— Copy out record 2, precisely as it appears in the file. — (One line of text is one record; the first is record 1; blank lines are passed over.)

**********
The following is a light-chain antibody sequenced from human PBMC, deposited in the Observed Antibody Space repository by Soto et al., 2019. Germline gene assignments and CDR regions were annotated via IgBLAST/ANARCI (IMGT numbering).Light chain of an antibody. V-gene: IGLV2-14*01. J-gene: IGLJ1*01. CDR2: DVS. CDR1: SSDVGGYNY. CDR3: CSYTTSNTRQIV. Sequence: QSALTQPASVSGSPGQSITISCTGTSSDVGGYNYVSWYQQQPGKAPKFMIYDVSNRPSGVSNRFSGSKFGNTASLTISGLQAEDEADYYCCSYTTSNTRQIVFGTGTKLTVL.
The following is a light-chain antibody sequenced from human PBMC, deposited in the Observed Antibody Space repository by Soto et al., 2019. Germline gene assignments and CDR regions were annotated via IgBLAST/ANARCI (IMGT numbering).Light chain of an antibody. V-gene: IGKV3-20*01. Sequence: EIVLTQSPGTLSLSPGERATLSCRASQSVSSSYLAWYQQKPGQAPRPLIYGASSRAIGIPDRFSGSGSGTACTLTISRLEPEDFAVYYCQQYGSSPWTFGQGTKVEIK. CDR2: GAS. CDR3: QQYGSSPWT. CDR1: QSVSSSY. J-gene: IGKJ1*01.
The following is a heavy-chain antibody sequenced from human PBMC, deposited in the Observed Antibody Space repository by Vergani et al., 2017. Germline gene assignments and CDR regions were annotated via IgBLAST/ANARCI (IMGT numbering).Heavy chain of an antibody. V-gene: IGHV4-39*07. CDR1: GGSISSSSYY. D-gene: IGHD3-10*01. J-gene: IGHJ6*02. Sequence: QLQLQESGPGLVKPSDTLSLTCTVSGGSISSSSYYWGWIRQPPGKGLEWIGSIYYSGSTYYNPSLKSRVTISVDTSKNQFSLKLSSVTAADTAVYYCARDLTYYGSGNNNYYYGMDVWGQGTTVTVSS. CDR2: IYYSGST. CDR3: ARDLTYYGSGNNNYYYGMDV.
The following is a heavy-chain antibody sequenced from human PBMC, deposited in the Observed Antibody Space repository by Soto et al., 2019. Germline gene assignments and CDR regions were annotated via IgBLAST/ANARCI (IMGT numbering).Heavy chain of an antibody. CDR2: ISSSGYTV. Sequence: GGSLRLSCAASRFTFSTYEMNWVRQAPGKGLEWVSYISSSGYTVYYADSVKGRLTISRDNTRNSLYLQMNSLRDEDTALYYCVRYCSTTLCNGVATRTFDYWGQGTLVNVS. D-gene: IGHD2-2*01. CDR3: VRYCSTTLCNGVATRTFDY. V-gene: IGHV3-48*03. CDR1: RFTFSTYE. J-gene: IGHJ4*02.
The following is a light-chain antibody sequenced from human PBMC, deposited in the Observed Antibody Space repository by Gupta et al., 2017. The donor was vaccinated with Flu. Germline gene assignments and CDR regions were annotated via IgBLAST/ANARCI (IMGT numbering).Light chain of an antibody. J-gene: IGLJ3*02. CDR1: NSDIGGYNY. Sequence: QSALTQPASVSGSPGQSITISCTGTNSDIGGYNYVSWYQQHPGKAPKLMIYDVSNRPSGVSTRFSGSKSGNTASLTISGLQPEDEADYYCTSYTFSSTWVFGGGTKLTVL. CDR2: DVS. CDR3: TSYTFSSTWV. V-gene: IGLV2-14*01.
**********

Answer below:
The following is a light-chain antibody sequenced from human PBMC, deposited in the Observed Antibody Space repository by Soto et al., 2019. Germline gene assignments and CDR regions were annotated via IgBLAST/ANARCI (IMGT numbering).Light chain of an antibody. V-gene: IGKV3-20*01. Sequence: EIVLTQSPGTLSLSPGERATLSCRASQSVSSSYLAWYQQKPGQAPRPLIYGASSRAIGIPDRFSGSGSGTACTLTISRLEPEDFAVYYCQQYGSSPWTFGQGTKVEIK. CDR2: GAS. CDR3: QQYGSSPWT. CDR1: QSVSSSY. J-gene: IGKJ1*01.